With tight shoulders, it’s challenging to swing a kettlebell directly overhead without bending and flaring the elbows (internally rotating the shoulders) or overextending the thoracic or lumbar spine. If you see an athlete’s bent elbows flare to the side as the kettlebell approaches the top and coaching cues do not correct the fault, it’s likely the athlete is missing full shoulder ROM. Pressing movements (press, push press and push jerk) generally highlight shoulder-mobility restrictions early in training, but some limitations are accentuated in specific movements. For example, with barbell movements, moving the hands wider can mask shoulder-flexion limitations (or accommodate them depending on how you look at it). But because the grip width is narrow with kettlebell swings, shoulder-flexion limits are highlighted.
If coaching cues don’t correct the fault, then scale the kettlebell-swing ROM by reducing swing height based on where the athlete’s elbows start bending or where the athlete starts losing the midline. It’s difficult for some athletes to recognize when these faults occur, so provide a definitive limit such as, “Stop with the kettlebell at eye level.” Athletes with poor body awareness need definitive ROM limits established prior to the start of the workout.
For the kipping pull-up, an athlete missing full shoulder flexion often has the same bent, flared elbows (internally rotated shoulder) or “broken” midline (overextended thoracic or lumbar spine) at the front of the kip. If coaching cues don’t fix the movement fault, we can scale to strict pull-ups or other steps in a pull-up progression while addressing shoulder mobility separately. Do not watch athletes do repeated reps beyond their safe ROM; it is a coach’s responsibility to intervene.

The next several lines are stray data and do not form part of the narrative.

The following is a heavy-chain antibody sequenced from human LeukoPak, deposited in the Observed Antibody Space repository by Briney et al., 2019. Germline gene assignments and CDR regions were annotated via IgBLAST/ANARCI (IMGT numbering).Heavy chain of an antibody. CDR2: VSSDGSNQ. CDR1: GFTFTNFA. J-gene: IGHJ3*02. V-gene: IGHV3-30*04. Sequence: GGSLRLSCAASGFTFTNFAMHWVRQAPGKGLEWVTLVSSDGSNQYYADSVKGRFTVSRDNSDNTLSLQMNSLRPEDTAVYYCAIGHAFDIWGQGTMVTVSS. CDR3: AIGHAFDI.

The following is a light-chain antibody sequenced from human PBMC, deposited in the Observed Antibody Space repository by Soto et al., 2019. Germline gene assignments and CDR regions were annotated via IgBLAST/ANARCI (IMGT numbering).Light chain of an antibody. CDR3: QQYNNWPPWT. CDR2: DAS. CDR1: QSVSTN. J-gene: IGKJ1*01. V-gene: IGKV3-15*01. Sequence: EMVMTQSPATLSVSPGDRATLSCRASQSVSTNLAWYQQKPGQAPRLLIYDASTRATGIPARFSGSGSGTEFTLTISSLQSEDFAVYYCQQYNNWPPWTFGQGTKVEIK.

During warm-up, identify the athlete’s daily ROM for the movement—the point where the athlete consistently loses points of performance despite verbal, tactile and visual coaching cues.
- Scale ROM to keep the athlete within safe ROM for the workout.
- Modify movement ROM at the starting position (e.g., raising deadlift bar off the floor) and/or the finishing position (e.g., stopping kettlebell swing at eye level).
- Scaling may include objects to act as tactile cues in some cases (e.g., a ball as a depth target for a squat).
About the Author
Jeremy Gordon, CCFC, was the head coach and CEO of CrossFit Hampton Roads from 2008 to 2015. He began CrossFit in 2005. Jeremy coaches at CrossFit Hampton Roads and provides online coaching for competitive-level CrossFit athletes. He is the proud husband of Nicole Gordon (CrossFit Seminar Staff) and parent of two phenomenal kids. He is a 17-year veteran fighter pilot flying with the Virginia Air National Guard.